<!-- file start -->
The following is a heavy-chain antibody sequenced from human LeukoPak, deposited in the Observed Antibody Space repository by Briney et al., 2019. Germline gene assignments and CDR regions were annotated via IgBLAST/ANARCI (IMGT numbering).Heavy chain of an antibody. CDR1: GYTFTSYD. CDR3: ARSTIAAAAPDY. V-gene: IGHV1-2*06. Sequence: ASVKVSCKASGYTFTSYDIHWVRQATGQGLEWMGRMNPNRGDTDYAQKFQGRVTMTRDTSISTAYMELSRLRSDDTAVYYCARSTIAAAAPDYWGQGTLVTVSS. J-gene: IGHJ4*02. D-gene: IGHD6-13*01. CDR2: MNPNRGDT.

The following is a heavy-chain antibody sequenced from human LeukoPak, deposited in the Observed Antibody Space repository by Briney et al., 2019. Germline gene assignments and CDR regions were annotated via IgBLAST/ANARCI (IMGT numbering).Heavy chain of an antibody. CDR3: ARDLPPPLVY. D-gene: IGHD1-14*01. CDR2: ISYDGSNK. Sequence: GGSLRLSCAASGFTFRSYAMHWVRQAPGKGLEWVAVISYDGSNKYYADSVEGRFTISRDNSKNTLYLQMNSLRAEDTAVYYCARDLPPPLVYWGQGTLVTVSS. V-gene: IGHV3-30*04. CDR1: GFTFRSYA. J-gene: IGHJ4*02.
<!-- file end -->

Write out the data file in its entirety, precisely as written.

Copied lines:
The following is a heavy-chain antibody sequenced from human LeukoPak, deposited in the Observed Antibody Space repository by Briney et al., 2019. Germline gene assignments and CDR regions were annotated via IgBLAST/ANARCI (IMGT numbering).Heavy chain of an antibody. CDR1: GYTFTSYD. CDR3: ARSTIAAAAPDY. V-gene: IGHV1-2*06. Sequence: ASVKVSCKASGYTFTSYDIHWVRQATGQGLEWMGRMNPNRGDTDYAQKFQGRVTMTRDTSISTAYMELSRLRSDDTAVYYCARSTIAAAAPDYWGQGTLVTVSS. J-gene: IGHJ4*02. D-gene: IGHD6-13*01. CDR2: MNPNRGDT.

The following is a heavy-chain antibody sequenced from human LeukoPak, deposited in the Observed Antibody Space repository by Briney et al., 2019. Germline gene assignments and CDR regions were annotated via IgBLAST/ANARCI (IMGT numbering).Heavy chain of an antibody. CDR3: ARDLPPPLVY. D-gene: IGHD1-14*01. CDR2: ISYDGSNK. Sequence: GGSLRLSCAASGFTFRSYAMHWVRQAPGKGLEWVAVISYDGSNKYYADSVEGRFTISRDNSKNTLYLQMNSLRAEDTAVYYCARDLPPPLVYWGQGTLVTVSS. V-gene: IGHV3-30*04. CDR1: GFTFRSYA. J-gene: IGHJ4*02.